The Works of Aristotle - [Of Distempers of New-Born Children]

[Of Distempers of New-Born Children]

 

IN new born children there are so many distempers they are subject to, that daily experience shows us there are not above half the children that are born which live till they are three years old; which is occasioned, as well because of the tenderness of their bodies as the feebleness of their age, which hinders them from expressing the inconvenience they labour under, any otherwise than by their cries. The business of this chapter therefore shall be to discover the indispositions to which they are subject, with the remedies proper for them.

 

SECT. I. Of Gripes and Pains in the Bellies of young Children.

THIS I mention first, as it is often the first and most common distemper which happens to little infants after their birth, many children being so troubled and pained therewith, that it causes them to cry night and day, and at last to die of it. The cause of it for the most part comes from the sudden change of their nourishment; for having always received it from the umbilical vessels whilst in their mother's womb, they come on a sudden to change not only the manner of receiving it, but the nature and quality of what they receive as soon as they are born; for instead of putrefied blood only, which was conveyed to them by means of the umbilical vein only, they are now obliged to be nourished with their mother's milk, which they suck with their mouths, and from which are engendered many excrements, causing gripes and pains, and that not only because it is not so pure as the blood with which it was nourished in the womb, but because the stomach and intestines cannot yet make a good digestion, being unaccustomed to it. It is also caused sometimes by a rough phlegm, and sometimes by worms, for physicians affirm that worms have been bred in children even in their mother's belly.

The remedy therefore must be suited according to the cause. If it proceed from the too sudden changes of nourishment, the remedy must be to forbear giving the child suck for some days, lest the milk be mixed with phlegm, which is then in the stomach corrupt; and at first it must suck but little, until it be accustomed to digest it. If it be the excrements in the intestines, which by their long stay increase these pains, give them at the mouth a little oil of sweet almonds and syrup of roses; if it be worms, lay a cloth dipped in oil of wormwood, mixed with ox-gall, upon the belly; or a small cataplasm, mixed with the powder of rue, wormwood, coloquintida, aloes, and the seeds of citron, incorporated with ox-gall, and the powder of lupines. Or give it oil of sweet almonds, with sugar candy, and a scruple of aniseed; it purgeth new born babes from green choler and stinking phlegm; and if it be given with sugar-pap, it allays the griping pains of the belly. Also anoint the belly with oil of dill, or pelitory stamp, with oil of camomile, to the belly.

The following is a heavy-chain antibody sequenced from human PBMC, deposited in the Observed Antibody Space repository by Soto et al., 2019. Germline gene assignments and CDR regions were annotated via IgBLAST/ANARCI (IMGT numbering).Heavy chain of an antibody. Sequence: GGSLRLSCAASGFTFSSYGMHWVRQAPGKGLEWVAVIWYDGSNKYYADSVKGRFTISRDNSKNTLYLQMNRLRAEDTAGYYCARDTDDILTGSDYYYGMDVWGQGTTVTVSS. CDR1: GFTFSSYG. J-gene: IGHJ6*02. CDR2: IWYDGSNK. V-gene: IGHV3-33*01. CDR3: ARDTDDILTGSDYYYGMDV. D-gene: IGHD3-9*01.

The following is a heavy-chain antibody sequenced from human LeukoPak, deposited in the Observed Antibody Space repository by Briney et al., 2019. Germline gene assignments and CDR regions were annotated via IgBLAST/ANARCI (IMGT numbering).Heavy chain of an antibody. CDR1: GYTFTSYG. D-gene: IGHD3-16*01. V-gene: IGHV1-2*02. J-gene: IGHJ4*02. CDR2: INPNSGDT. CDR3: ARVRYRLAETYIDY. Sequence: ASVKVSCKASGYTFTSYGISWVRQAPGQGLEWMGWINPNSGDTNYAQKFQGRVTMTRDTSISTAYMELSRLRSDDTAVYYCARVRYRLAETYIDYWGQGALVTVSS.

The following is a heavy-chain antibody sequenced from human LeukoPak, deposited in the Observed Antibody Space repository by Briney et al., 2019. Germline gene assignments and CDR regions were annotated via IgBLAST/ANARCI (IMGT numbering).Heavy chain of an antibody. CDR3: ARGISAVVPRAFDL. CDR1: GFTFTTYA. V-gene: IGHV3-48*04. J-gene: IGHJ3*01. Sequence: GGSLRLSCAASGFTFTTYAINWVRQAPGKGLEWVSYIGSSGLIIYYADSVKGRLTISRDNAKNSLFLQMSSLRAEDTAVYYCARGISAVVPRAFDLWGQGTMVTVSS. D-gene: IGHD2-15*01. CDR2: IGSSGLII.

SECT. II. Of Weakness In new born Infants.

WEAKNESS is an accident that many children bring into the world along with them, and is often occasioned by the Labour of the mother; by the violence and length whereof they suffer so much that they are born with great weakness, and many times it is difficult to know whether they are alive or dead, their body appearing so senseless, and their faces so blue and livid, that they seem to be quite choked; and even after some hours, their showing any signs of life is attended with so much weakness, that it looks like a return from death, and that they are still upon the borders of this kingdom.

In this case, the best way to help the infant is to lay him speedily in a warm bed and blankets, and carry him to the fire, and then let the midwife sup a little wine, and spout it into his mouth, repeating it often if there be occasion. Let her apply linen to the breast and belly dipped in wine, and let the face be uncovered, that he may breathe the more freely; also let the midwife keep its mouth a little open, cleanse the nostrils with small linen tents dipped in white wine, that so he may receive the smell of it, and let her chafe every part of his body well with warm cloths, to bring back the blood and spirits, which being retired inwards, through weakness, often puts him in danger of being choked. By the application of these means the infant will insensibly recover strength, and begin to stir his limbs by degrees, and at length to cry, which, though it be but weakly at first, yet afterwards, as he breathes more freely, will cry stronger and stronger.

 

SECT. III. Of the Fundament being closed up in a new Born

Infant.

ANOTHER defect that new born infants are liable to is, to have their fundaments closed up, by means whereof they can neither evacuate the new excrements engendered by the milk they suck, nor that which was amassed in their intestines whilst in their mother's belly, which is certainly mortal without a speedy remedy. There have been some female children who have had their fundament quite closed, and yet have avoided the excrements of the guts by an orifice, which nature to supply that defect had made within the neck of the womb.